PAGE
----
1. Stand straight with your feet hip-width apart. Take dumb­bells in your hands so that your palms are direct­ed inward, press your elbows tight­ly to your body. Bend your elbows, leav­ing your shoul­ders motion­less, raise the dumb­bells to them and hold in the top posi­tion for 2 sec­onds. Only the fore­arms should move in this exer­cise, but here they have an indi­rect phys­i­cal load and the biceps main­ly work. The trunk dur­ing the exer­cise must remain motion­less. Per­form a total of 4 sets of 15 reps each.
  2. The next exer­cise effec­tive­ly works out the biceps, as well as the fore­arms and brachialis. Stand straight with your feet shoul­der-width apart, grab the dumb­bells with a reverse grip and low­er them along the tor­so. Press­ing your elbows to the body, bend your arms, lift­ing the dumb­bells to your shoul­ders. In the upper posi­tion, turn the hands 180 degrees so that the palms look for­ward. Then slow­ly unbend your arms, turn your hands to their orig­i­nal posi­tion and do the next rep­e­ti­tion. In total, you should per­form 4 sets of 10 rep­e­ti­tions.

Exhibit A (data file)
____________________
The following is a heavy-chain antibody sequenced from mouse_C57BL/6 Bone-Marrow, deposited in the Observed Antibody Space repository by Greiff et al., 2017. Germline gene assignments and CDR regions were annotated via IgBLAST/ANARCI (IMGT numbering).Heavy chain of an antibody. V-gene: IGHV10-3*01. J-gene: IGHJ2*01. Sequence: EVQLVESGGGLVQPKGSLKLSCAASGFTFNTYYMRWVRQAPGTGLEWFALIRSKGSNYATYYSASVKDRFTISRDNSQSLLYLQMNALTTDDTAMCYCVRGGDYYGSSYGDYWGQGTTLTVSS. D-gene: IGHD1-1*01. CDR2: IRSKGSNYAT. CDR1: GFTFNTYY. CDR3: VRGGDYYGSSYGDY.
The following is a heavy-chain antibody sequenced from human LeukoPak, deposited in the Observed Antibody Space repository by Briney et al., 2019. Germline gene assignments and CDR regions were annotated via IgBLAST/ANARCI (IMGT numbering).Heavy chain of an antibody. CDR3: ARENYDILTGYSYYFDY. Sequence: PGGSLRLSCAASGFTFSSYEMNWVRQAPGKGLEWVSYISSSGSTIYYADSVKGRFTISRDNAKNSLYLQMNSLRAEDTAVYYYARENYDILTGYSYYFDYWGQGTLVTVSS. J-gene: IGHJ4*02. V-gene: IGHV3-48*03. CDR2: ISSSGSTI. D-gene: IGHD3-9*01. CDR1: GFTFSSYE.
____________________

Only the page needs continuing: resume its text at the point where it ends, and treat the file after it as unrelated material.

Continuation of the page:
3. This exer­cise involves a sta­t­ic load on the mus­cles of the hands. Stand up straight, take a pan­cake with both hands, lift it above the floor and hold it for half a minute. Then rest for about the same time and repeat the exer­cise again, doing only 4 sets, while you can work with both hands at the same time, and each in turn. The vol­ume of mus­cles can­not be achieved by such a lift­ing of the load, but it is pos­si­ble to sig­nif­i­cant­ly increase the grip strength.